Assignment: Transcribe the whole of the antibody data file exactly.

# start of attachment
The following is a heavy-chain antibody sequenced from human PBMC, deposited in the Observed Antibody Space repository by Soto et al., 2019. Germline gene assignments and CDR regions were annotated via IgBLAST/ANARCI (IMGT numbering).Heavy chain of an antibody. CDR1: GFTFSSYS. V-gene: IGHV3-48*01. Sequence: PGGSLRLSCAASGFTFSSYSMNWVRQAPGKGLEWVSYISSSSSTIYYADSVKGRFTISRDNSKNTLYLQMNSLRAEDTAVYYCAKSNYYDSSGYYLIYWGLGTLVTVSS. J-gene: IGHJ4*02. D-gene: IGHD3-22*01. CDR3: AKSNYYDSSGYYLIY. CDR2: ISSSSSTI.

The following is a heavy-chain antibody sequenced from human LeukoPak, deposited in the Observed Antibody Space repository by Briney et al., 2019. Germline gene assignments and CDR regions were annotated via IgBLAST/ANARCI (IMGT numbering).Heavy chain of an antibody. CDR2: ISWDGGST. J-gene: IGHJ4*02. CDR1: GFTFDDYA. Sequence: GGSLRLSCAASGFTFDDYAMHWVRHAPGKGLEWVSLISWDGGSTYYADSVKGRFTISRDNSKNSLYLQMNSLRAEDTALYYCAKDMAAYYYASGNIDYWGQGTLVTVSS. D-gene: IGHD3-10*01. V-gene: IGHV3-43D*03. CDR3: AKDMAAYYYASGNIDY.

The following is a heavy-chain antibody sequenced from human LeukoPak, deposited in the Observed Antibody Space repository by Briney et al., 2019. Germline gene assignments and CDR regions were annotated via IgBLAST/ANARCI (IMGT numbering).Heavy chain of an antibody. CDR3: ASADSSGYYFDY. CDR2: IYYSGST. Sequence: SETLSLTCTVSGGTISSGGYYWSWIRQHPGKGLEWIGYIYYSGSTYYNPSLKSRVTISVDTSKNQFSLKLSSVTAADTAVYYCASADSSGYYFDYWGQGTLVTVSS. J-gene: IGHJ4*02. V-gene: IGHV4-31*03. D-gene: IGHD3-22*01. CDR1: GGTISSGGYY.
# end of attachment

The following is a heavy-chain antibody sequenced from human PBMC, deposited in the Observed Antibody Space repository by Soto et al., 2019. Germline gene assignments and CDR regions were annotated via IgBLAST/ANARCI (IMGT numbering).Heavy chain of an antibody. CDR1: GFTFSSYS. V-gene: IGHV3-48*01. Sequence: PGGSLRLSCAASGFTFSSYSMNWVRQAPGKGLEWVSYISSSSSTIYYADSVKGRFTISRDNSKNTLYLQMNSLRAEDTAVYYCAKSNYYDSSGYYLIYWGLGTLVTVSS. J-gene: IGHJ4*02. D-gene: IGHD3-22*01. CDR3: AKSNYYDSSGYYLIY. CDR2: ISSSSSTI.

The following is a heavy-chain antibody sequenced from human LeukoPak, deposited in the Observed Antibody Space repository by Briney et al., 2019. Germline gene assignments and CDR regions were annotated via IgBLAST/ANARCI (IMGT numbering).Heavy chain of an antibody. CDR2: ISWDGGST. J-gene: IGHJ4*02. CDR1: GFTFDDYA. Sequence: GGSLRLSCAASGFTFDDYAMHWVRHAPGKGLEWVSLISWDGGSTYYADSVKGRFTISRDNSKNSLYLQMNSLRAEDTALYYCAKDMAAYYYASGNIDYWGQGTLVTVSS. D-gene: IGHD3-10*01. V-gene: IGHV3-43D*03. CDR3: AKDMAAYYYASGNIDY.

The following is a heavy-chain antibody sequenced from human LeukoPak, deposited in the Observed Antibody Space repository by Briney et al., 2019. Germline gene assignments and CDR regions were annotated via IgBLAST/ANARCI (IMGT numbering).Heavy chain of an antibody. CDR3: ASADSSGYYFDY. CDR2: IYYSGST. Sequence: SETLSLTCTVSGGTISSGGYYWSWIRQHPGKGLEWIGYIYYSGSTYYNPSLKSRVTISVDTSKNQFSLKLSSVTAADTAVYYCASADSSGYYFDYWGQGTLVTVSS. J-gene: IGHJ4*02. V-gene: IGHV4-31*03. D-gene: IGHD3-22*01. CDR1: GGTISSGGYY.